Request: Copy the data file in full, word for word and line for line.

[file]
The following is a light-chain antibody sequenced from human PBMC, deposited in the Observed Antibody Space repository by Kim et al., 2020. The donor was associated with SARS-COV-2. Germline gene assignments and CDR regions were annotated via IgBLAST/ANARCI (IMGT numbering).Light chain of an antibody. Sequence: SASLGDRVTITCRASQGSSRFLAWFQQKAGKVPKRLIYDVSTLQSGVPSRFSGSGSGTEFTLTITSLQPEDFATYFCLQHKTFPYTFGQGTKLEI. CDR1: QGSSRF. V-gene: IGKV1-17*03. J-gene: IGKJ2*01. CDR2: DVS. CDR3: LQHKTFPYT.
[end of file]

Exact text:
The following is a light-chain antibody sequenced from human PBMC, deposited in the Observed Antibody Space repository by Kim et al., 2020. The donor was associated with SARS-COV-2. Germline gene assignments and CDR regions were annotated via IgBLAST/ANARCI (IMGT numbering).Light chain of an antibody. Sequence: SASLGDRVTITCRASQGSSRFLAWFQQKAGKVPKRLIYDVSTLQSGVPSRFSGSGSGTEFTLTITSLQPEDFATYFCLQHKTFPYTFGQGTKLEI. CDR1: QGSSRF. V-gene: IGKV1-17*03. J-gene: IGKJ2*01. CDR2: DVS. CDR3: LQHKTFPYT.